Australia will fine social media companies up to 10 percent of their annual global turnover and imprison executives for up to three years if violent content is not removed “expeditiously”.
The new law, passed by the country’s parliament on Thursday, is in response to the attack by a self-confessed white supremacist on two mosques in Christchurch on March 15, killing 50 people as they attended Friday prayers.
The gunman broadcast his attack live on Facebook and it was widely shared for over an hour before being removed, a timeframe Australian Prime Minister Scott Morrison described as unacceptable.
“Together we must act to ensure that perpetrators and their accomplices cannot leverage online platforms for the purpose of spreading their violent and extreme propaganda – these platforms should not be weaponised for evil,” Attorney-General Christian Porter told Parliament while introducing the bill.
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The passing of the law means it is now an offence in Australia for companies, such as Facebook Inc and Alphabet’s Google, which owns YouTube, not to remove any videos or photographs that show murder, torture or rape without delay.
Companies must also inform Australian police within a “reasonable” timeframe.
“It is important that we make a very clear statement to social media companies that we expect their behaviour to change,” Mitch Fifield, Australia’s minister for communications and the arts, told reporters in Canberra after the law was passed on the parliament’s last sitting day before elections in May.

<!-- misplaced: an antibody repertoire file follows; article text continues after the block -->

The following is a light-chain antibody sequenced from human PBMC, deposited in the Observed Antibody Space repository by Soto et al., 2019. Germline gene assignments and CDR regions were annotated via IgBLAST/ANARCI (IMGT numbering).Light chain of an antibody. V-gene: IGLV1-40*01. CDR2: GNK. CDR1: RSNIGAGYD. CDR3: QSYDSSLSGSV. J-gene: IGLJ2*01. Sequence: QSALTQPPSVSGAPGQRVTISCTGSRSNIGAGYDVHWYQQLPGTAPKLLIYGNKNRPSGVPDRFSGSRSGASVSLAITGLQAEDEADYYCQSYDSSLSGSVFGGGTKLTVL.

Juries will decide whether companies have complied with the timetable.
A Google spokesperson declined to comment on the legislation specifically, but said the company has already taken action to limit violent content on its platforms.
Last week, Facebook said it was exploring restrictions on who can access their live-video streaming service, depending on factors such as previous violations of the site’s community standards.
Australia’s opposition Labor party backed the legislation, but said it will consult with the technology industry over possible amendments if it wins power.
An attempt by the minor Greens party and independent lawmakers to have the vote scrutinized by a parliamentary committee was rejected.
Critics of the legislation said the government moved too quickly, without proper consultation and consideration.
“Laws formulated as a knee-jerk reaction to a tragic event do not necessarily equate to good legislation and can have myriad unintended consequences,” said Arthur Moses, head of the Australian Law Council.
“Whistleblowers may no longer be able to deploy social media to shine a light on atrocities committed around the world because social media companies will be required to remove certain content for fear of being charged with a crime.”
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